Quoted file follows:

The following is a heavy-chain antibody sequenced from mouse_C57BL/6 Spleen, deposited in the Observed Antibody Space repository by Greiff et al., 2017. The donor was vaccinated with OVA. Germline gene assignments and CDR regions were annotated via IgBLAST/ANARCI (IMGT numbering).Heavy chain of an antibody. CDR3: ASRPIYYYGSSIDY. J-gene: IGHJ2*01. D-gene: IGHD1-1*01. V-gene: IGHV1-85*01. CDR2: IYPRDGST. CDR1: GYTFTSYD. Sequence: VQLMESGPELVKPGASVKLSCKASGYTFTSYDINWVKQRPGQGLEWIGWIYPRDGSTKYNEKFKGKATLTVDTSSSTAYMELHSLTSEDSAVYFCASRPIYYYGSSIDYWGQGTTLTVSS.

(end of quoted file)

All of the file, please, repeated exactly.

The following is a heavy-chain antibody sequenced from mouse_C57BL/6 Spleen, deposited in the Observed Antibody Space repository by Greiff et al., 2017. The donor was vaccinated with OVA. Germline gene assignments and CDR regions were annotated via IgBLAST/ANARCI (IMGT numbering).Heavy chain of an antibody. CDR3: ASRPIYYYGSSIDY. J-gene: IGHJ2*01. D-gene: IGHD1-1*01. V-gene: IGHV1-85*01. CDR2: IYPRDGST. CDR1: GYTFTSYD. Sequence: VQLMESGPELVKPGASVKLSCKASGYTFTSYDINWVKQRPGQGLEWIGWIYPRDGSTKYNEKFKGKATLTVDTSSSTAYMELHSLTSEDSAVYFCASRPIYYYGSSIDYWGQGTTLTVSS.